If a homeowner has children from a first marriage and then remarries, the homeowner may want to ensure their spouse can live in the home until the spouse’s death (life interest) but also ensure that ownership of the home passes to the homeowner’s children from the first marriage upon the spouse’s death (remaindermen).

Using a life estate in this way ensures that the home is used exactly how the homeowner wanted, as opposed to it being passed to someone else. For example, suppose Janis inherits her parent’s home and marries. The couple has two children. Janis dies and her husband remarries. Janis can use a life estate to ensure that her husband can live in the home throughout his lifetime, but upon his death, her children, not the children from a subsequent marriage or a second wife, inherit the home.

Drawbacks of Using Life Estates

The biggest drawback to a life estate is that there is a joint interest in the property, which cannot be undone without the joint owner’s consent. The life estate holder cannot change the remainder beneficiary without their consent. They also cannot borrow against the property or sell it without the beneficiary’s consent.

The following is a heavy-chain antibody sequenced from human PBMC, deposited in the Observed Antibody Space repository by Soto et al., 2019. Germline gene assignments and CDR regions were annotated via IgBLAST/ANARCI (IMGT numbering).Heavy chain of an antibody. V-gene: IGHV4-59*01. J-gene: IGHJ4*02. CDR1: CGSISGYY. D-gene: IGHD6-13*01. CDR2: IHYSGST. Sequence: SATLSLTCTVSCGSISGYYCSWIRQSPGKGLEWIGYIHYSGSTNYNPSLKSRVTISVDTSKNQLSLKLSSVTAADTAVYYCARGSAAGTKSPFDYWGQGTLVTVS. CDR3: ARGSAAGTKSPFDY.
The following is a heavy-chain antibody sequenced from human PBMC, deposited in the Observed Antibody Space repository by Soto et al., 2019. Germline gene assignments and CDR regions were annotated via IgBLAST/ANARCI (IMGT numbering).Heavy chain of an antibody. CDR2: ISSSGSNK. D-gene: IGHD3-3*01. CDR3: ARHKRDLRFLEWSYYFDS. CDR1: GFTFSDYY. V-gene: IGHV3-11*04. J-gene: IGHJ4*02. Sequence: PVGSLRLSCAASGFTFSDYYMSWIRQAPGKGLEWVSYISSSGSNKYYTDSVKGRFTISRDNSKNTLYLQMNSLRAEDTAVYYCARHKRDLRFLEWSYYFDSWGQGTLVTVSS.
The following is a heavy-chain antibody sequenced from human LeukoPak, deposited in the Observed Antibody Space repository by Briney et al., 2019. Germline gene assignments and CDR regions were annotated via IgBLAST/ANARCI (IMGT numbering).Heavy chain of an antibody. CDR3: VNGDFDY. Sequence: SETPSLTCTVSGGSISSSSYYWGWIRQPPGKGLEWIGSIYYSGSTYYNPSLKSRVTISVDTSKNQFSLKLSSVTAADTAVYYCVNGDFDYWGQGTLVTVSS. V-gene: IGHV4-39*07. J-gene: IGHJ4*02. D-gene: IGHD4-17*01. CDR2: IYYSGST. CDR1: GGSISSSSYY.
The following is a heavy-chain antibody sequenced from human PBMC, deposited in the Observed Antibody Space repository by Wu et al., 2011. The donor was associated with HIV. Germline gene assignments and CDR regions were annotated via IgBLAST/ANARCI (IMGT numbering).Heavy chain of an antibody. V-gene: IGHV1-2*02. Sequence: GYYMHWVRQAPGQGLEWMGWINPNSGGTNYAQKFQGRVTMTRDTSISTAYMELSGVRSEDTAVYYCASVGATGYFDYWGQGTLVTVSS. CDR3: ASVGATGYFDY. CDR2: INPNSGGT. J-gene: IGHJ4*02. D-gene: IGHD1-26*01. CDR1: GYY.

The life interest holder is responsible for all taxes and insurance for the property throughout their lifetime. If they cannot afford these expenses, tax liens may be placed against the property. This means that the beneficiaries will not receive their full interest in the property.

There is no creditor protection for the remainderman. If they are sued, their creditors can also place a lien on the property. If the remainderman receives the property ownership when they are going through a lawsuit, a bankruptcy, or a divorce, the opposing party can seize the property to satisfy the remainderman’s debts or other legal obligations. A trust with asset protection would be a more effective tool to protect the home from these potential threats.


Life estates can be an effective tool to pass property or real estate from one owner to another. It gives the life estate holder the right to live in the home throughout their lifetime and provides a means to pass the property to a beneficiary (s) without using the probate court.

You can schedule a call with us or reach us directly at 855.631.3457 to learn more about how best to plan today to protect those most important to you.